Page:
Other work included replacing a few parts and a good general tune up but it was largely ineffective with the ‘missing’ in the engine surfacing intermittently. The promised new rear tail-shaft universal joint and the boots for the steering apparently also just got ‘missed’. Maybe Ned Kelly’s relatives still live around here.
The other primary work I wanted to do was to find and eliminate as many squeaks and rattles as possible and to make a home for the secondary battery and inverter under the bed. The total amount of work, running cables, pulling off panels and filling with insulation and other jobs was only possible by having access to the shed.
The cold mornings meant it was impracticable to begin work until mid-morning and by mid-afternoon the sun was gone behind the mountains putting the house in the shade and with that came the cold. The shed was the temporary home of two nesting birds which I think set up house there every year. Their call is particularly musical to my ear and we became quite companionable. Actually I think they merely tolerated my presence in their shed.
Speaking of birds, the area has many types, the air is continuously filled with birdsong and the flowering trees in the gardens brought in daily visits of gorgeous king parrots while the lawns were picked over continuously by tiny blue wrens.
Beyond the fence lived the cantankerous old white horse that belonged to a young woman neighbour that, surprisingly, we never met. It was Peter’s custom to give the horse an apple at least some days so I attempted to do the right thing and duly went out and bought a bag of apples.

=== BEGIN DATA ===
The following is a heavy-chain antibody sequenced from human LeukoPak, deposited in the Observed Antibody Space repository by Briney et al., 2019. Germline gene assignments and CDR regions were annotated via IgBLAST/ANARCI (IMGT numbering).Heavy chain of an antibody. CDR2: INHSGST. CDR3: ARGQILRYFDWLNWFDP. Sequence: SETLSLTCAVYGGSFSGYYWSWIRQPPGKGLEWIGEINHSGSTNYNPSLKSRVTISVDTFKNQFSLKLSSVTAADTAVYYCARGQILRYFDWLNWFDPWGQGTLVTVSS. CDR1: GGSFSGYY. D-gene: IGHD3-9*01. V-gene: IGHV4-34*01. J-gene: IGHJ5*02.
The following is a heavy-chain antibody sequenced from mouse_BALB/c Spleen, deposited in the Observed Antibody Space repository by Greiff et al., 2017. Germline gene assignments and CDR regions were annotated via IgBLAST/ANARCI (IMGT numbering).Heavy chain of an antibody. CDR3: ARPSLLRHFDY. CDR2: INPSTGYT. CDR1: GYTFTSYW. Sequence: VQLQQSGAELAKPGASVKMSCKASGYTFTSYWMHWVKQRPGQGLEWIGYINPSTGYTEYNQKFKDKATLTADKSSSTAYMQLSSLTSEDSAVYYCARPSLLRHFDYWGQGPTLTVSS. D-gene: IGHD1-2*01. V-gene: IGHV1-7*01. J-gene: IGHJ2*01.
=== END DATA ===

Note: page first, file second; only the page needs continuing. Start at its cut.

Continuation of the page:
The cranky bastard tried to bite me every time I got near the fence and it took a few days for us to work out that seeing I held the apples, I made the rules. Eventually we got along.
The other interesting wild life, well interesting to a Queenslander, was the abundance of rabbits sharing the paddock with the white horse. I thought long and hard about building a trap to see what they tasted like and it was only the need to work on the van and the desire to take some day trips that saved their hides.
As winter restricts lawn growth Peter assured us that we should not concern ourselves with cutting the grass during the four weeks they were to be away and sure enough, by the time they returned, it was just a little longer and still very attractive. In fact the whole garden was beautiful with flowering trees and lots of shrubs and easy-care garden beds. Aside from keeping Porgy and Tess company there were few chores for us to do which made it possible to move forward with the upgrade on the van and still have days free to see the local sights.
One of the first towns on our radar was Bright a town close to the mountains and one we had visited many years ago when we had the plane. In 1988 or 1989 we had flown into Wangaratta and met up with a couple of dozen other aircraft owners, bussed up to Mt Buffalo for a few nights and nearby Bright was part of a day trip bus tour. Twenty five or more years later we were keen to see if it was anything like our memories.